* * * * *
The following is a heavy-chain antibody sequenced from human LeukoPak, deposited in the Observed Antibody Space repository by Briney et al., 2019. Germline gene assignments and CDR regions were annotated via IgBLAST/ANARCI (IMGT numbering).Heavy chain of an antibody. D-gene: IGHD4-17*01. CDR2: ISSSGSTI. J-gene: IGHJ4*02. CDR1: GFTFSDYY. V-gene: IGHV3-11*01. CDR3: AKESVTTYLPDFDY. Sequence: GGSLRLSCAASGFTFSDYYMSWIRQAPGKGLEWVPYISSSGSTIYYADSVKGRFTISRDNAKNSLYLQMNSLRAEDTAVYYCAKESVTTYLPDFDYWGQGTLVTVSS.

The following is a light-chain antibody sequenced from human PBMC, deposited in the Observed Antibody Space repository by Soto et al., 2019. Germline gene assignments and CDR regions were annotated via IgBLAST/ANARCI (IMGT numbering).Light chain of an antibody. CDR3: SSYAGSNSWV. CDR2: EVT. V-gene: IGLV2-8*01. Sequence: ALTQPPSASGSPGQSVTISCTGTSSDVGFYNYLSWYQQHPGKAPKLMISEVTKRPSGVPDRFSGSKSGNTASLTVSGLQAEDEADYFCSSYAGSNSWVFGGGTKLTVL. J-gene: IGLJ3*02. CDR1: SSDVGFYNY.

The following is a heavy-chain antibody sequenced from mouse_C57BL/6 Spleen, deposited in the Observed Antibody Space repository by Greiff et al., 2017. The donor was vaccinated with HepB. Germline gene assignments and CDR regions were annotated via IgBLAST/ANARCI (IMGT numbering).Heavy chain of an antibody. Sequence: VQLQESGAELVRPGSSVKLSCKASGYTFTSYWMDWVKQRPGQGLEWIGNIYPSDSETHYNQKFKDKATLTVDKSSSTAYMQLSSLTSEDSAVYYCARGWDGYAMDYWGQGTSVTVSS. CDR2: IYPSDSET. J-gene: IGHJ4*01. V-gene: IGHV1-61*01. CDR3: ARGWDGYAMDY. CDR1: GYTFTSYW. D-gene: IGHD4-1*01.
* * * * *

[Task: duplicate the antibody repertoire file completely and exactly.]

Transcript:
The following is a heavy-chain antibody sequenced from human LeukoPak, deposited in the Observed Antibody Space repository by Briney et al., 2019. Germline gene assignments and CDR regions were annotated via IgBLAST/ANARCI (IMGT numbering).Heavy chain of an antibody. D-gene: IGHD4-17*01. CDR2: ISSSGSTI. J-gene: IGHJ4*02. CDR1: GFTFSDYY. V-gene: IGHV3-11*01. CDR3: AKESVTTYLPDFDY. Sequence: GGSLRLSCAASGFTFSDYYMSWIRQAPGKGLEWVPYISSSGSTIYYADSVKGRFTISRDNAKNSLYLQMNSLRAEDTAVYYCAKESVTTYLPDFDYWGQGTLVTVSS.

The following is a light-chain antibody sequenced from human PBMC, deposited in the Observed Antibody Space repository by Soto et al., 2019. Germline gene assignments and CDR regions were annotated via IgBLAST/ANARCI (IMGT numbering).Light chain of an antibody. CDR3: SSYAGSNSWV. CDR2: EVT. V-gene: IGLV2-8*01. Sequence: ALTQPPSASGSPGQSVTISCTGTSSDVGFYNYLSWYQQHPGKAPKLMISEVTKRPSGVPDRFSGSKSGNTASLTVSGLQAEDEADYFCSSYAGSNSWVFGGGTKLTVL. J-gene: IGLJ3*02. CDR1: SSDVGFYNY.

The following is a heavy-chain antibody sequenced from mouse_C57BL/6 Spleen, deposited in the Observed Antibody Space repository by Greiff et al., 2017. The donor was vaccinated with HepB. Germline gene assignments and CDR regions were annotated via IgBLAST/ANARCI (IMGT numbering).Heavy chain of an antibody. Sequence: VQLQESGAELVRPGSSVKLSCKASGYTFTSYWMDWVKQRPGQGLEWIGNIYPSDSETHYNQKFKDKATLTVDKSSSTAYMQLSSLTSEDSAVYYCARGWDGYAMDYWGQGTSVTVSS. CDR2: IYPSDSET. J-gene: IGHJ4*01. V-gene: IGHV1-61*01. CDR3: ARGWDGYAMDY. CDR1: GYTFTSYW. D-gene: IGHD4-1*01.